Bias, Discrimination, and/or Harassment

Princeton University is committed to creating and maintaining an educational, working, and living environment that is free from discrimination and harassment and allows every member to thrive.  Princeton’s Policy on Discrimination and/or Harassment is guided by federal and state law and protects members of the University community from discrimination and harassment on the basis of protected characteristics including those covered by Title VI and Title VII of the Civil Rights Act of 1964, Section 504 of the Rehabilitation Act, the Americans with Disabilities Act, and the New Jersey Law Against Discrimination. 

Harassment that does not involve a protected characteristic is also prohibited under University policy.

All members of the University are encouraged to report all acts of bias, discrimination and harassment so that the University can take appropriate action to help improve the campus climate.  To learn more about reporting bias, discrimination and harassment generally, visit our FAQs on Discrimination and/or Harassment.

Bias is a broad category of behaviors including discrimination, harassment, and other actions which demean or intimidate individuals or groups because of personal characteristics or beliefs or their expression. Some forms of bias, including discrimination and harassment, including harassment by electronic means, are prohibited under law and/or University policy.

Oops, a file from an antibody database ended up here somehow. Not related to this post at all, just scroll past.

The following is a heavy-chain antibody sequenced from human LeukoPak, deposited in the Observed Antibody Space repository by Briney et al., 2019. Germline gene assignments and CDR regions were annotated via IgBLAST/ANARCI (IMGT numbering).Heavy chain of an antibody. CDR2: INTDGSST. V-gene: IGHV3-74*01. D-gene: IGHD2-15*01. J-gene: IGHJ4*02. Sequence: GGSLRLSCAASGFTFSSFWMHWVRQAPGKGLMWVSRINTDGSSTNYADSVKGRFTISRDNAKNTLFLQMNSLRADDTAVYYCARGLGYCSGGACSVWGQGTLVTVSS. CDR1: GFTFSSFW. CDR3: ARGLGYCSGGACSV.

Step by step process on how to get help


Step 1: Who do you talk to?

When you feel that you have been subjected to bias, discrimination and/or harassment or have observed such behavior directed at others, you have many options, including consulting with a Confidential Resource or a non-confidential resource, or formally reporting what happened.


Step 2: What options do you have?

There are several options to submit a report or complaint of bias, discrimination and/or harassment to the University.


Step 3: What to expect next

Knowing what happens after filing a report or complaint of bias, discrimination and/or harassment can help inform your decision-making in terms of whether to respond to what happened informally on your own or to make a formal complaint to the University.